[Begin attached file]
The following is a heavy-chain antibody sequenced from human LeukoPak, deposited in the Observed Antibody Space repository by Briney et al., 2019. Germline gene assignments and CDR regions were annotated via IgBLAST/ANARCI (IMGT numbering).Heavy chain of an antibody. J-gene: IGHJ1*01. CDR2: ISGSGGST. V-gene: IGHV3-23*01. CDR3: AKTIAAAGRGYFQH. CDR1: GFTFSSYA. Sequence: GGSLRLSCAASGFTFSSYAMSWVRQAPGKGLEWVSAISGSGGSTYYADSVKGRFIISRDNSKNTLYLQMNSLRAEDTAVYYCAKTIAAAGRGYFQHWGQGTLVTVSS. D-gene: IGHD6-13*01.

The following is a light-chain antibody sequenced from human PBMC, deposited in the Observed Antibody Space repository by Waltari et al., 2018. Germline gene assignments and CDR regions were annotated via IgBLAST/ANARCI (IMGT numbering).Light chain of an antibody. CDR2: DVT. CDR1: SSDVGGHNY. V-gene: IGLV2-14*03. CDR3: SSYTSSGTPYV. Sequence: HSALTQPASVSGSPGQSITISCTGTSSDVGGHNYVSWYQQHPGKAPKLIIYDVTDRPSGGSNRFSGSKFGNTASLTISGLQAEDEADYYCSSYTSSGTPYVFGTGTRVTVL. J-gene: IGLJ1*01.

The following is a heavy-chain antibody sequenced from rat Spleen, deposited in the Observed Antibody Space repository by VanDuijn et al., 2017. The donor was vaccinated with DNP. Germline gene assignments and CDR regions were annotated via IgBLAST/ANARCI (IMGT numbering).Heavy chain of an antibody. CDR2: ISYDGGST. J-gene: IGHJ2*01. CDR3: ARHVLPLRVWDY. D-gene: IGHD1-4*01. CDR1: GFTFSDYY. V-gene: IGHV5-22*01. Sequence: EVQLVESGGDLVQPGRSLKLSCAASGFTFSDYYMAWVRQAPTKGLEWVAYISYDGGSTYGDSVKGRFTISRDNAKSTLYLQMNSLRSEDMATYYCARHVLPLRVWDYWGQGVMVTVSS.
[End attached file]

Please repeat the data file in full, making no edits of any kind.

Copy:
The following is a heavy-chain antibody sequenced from human LeukoPak, deposited in the Observed Antibody Space repository by Briney et al., 2019. Germline gene assignments and CDR regions were annotated via IgBLAST/ANARCI (IMGT numbering).Heavy chain of an antibody. J-gene: IGHJ1*01. CDR2: ISGSGGST. V-gene: IGHV3-23*01. CDR3: AKTIAAAGRGYFQH. CDR1: GFTFSSYA. Sequence: GGSLRLSCAASGFTFSSYAMSWVRQAPGKGLEWVSAISGSGGSTYYADSVKGRFIISRDNSKNTLYLQMNSLRAEDTAVYYCAKTIAAAGRGYFQHWGQGTLVTVSS. D-gene: IGHD6-13*01.

The following is a light-chain antibody sequenced from human PBMC, deposited in the Observed Antibody Space repository by Waltari et al., 2018. Germline gene assignments and CDR regions were annotated via IgBLAST/ANARCI (IMGT numbering).Light chain of an antibody. CDR2: DVT. CDR1: SSDVGGHNY. V-gene: IGLV2-14*03. CDR3: SSYTSSGTPYV. Sequence: HSALTQPASVSGSPGQSITISCTGTSSDVGGHNYVSWYQQHPGKAPKLIIYDVTDRPSGGSNRFSGSKFGNTASLTISGLQAEDEADYYCSSYTSSGTPYVFGTGTRVTVL. J-gene: IGLJ1*01.

The following is a heavy-chain antibody sequenced from rat Spleen, deposited in the Observed Antibody Space repository by VanDuijn et al., 2017. The donor was vaccinated with DNP. Germline gene assignments and CDR regions were annotated via IgBLAST/ANARCI (IMGT numbering).Heavy chain of an antibody. CDR2: ISYDGGST. J-gene: IGHJ2*01. CDR3: ARHVLPLRVWDY. D-gene: IGHD1-4*01. CDR1: GFTFSDYY. V-gene: IGHV5-22*01. Sequence: EVQLVESGGDLVQPGRSLKLSCAASGFTFSDYYMAWVRQAPTKGLEWVAYISYDGGSTYGDSVKGRFTISRDNAKSTLYLQMNSLRSEDMATYYCARHVLPLRVWDYWGQGVMVTVSS.